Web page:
These were all B&W silents, but the collective’s final effort was a feature-length extravaganza in color and sound. 1972’s All About Alice camped up Bette Davis’ ultimate vehicle with a starring impersonator and enough hunky full frontal nudity (from Dakota aka Ken Sprague, a bodybuilder who used his porn-flick profits to buy the original Gold’s Gym that same year) to get bookings at “all-male action” cinemas. The bewigged humor may wear thin, but these surprisingly slick private entertainments certainly prove that some gay men were having plenty of self-expressive fun before Stonewall.

That’s just a sampling of Pride Month film events outside Frameline—apologies for anything local that we missed. But there are also several newish LGBTQ features from around the globe just released to streaming platforms that we’ve taken the measure of below:

Nelly & Nadine

A different, equally surprising view of a fairly liberated gay life available pre-Stonewall—at least to those with with the economic means—is afforded by Swedish documentarian Magnus Gertten’s feature. He became fascinated by rare April 1945 footage of evacuated female concentration camp survivors arriving by boat in Malmo, wanting to identify each face its camera captured. One of the few not smiling and waving at her liberators turned out to be Nadine Hwang, Madrid-born daughter to China’s ambassador to Spain and a Belgian mother. And no wonder, since at that point she had no idea if the fellow prisoner she’d fallen in love with had also survived—opera singer Nelly Mousset-Vos got moved from Ravensbruck to another camp just before liberation. Both had been arrested for aiding anti-Nazi resistance forces.

They were indeed reunited soon after, eventually moving to Venezuela, where various recovered writings, photos and home movies show them enjoying a barely-closeted existence for decades to come. Nonetheless, outside their social circle, they claimed they were merely cohabiting “cousins,” Much of Nelly & Nadine has latterday family members expressing shocked delight at evidence of a long-term lesbian liaison they’d never heard mentioned before. This portrait of two highly accomplished women is gracefully crafted, offering a poignant glimpse not only of a hidden past but a reminder of just how many remarkable life stories get buried by time and circumstance. Wolfe Video releases it to On Demand platforms Tues/6.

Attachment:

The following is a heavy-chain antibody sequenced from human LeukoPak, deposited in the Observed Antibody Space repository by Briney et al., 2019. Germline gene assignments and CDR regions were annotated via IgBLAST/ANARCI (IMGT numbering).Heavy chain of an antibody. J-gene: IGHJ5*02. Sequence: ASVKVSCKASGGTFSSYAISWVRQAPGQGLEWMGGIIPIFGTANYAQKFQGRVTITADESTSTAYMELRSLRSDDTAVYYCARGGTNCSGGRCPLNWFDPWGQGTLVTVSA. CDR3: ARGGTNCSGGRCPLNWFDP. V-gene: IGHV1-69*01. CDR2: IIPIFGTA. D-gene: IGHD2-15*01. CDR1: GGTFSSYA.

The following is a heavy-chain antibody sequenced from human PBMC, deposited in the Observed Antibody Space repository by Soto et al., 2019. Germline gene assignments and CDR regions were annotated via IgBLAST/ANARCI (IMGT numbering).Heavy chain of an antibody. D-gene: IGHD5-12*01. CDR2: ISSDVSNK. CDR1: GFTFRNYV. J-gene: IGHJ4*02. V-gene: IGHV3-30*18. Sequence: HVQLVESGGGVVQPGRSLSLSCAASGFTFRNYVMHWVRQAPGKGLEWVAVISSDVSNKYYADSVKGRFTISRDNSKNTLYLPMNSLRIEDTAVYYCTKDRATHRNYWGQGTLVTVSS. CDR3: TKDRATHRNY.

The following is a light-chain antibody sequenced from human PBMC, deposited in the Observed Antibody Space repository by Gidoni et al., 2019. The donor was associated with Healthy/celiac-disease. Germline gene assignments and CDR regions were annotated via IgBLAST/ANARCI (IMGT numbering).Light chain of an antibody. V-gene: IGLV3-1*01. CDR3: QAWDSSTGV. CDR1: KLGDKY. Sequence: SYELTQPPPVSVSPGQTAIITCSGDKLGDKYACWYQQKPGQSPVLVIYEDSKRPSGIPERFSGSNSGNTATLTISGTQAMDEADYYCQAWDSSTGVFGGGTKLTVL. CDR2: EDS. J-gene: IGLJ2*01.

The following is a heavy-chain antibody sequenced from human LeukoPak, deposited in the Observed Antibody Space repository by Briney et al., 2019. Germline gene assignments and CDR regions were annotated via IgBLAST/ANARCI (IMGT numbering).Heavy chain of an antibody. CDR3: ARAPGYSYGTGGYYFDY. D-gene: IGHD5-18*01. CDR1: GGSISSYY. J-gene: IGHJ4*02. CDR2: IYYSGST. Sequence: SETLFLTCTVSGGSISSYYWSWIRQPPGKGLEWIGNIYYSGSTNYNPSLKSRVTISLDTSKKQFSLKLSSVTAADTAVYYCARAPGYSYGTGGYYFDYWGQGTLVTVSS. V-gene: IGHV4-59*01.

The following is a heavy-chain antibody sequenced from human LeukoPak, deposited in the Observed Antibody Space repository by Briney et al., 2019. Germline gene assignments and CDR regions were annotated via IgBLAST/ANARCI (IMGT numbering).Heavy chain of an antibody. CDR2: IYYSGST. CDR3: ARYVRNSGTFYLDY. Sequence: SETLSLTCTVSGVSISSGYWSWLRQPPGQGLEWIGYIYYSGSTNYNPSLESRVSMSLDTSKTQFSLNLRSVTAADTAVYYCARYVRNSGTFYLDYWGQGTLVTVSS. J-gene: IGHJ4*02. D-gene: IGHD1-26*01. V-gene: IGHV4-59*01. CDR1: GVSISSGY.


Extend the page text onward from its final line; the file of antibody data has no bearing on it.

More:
Under My Skin
An interesting experiment in exploring the complexities of trans identity and transitioning, writer-director David O’Donnell’s debut feature has four non-binary actors—Liv Hewson, Bobbi Salvor Menuez, Lex Ryan, Chloe Freeman—as Denny. She’s an aspiring musician with an angsty nonconformist air who piques the interest of contrastingly vanilla Ryan (Alex Russell). He’s a young lawyer working in a stereotypical corporate environment of casually sexist, homophobic alpha males. Despite her initial disinterest and their lack of any tangible common ground, they become a couple. But Denny is not really comfortable, either as a “girlfriend” or indeed even in her own body. Some big changes are afoot, and Ryan will likely be among the relics of a past identity that must be left behind.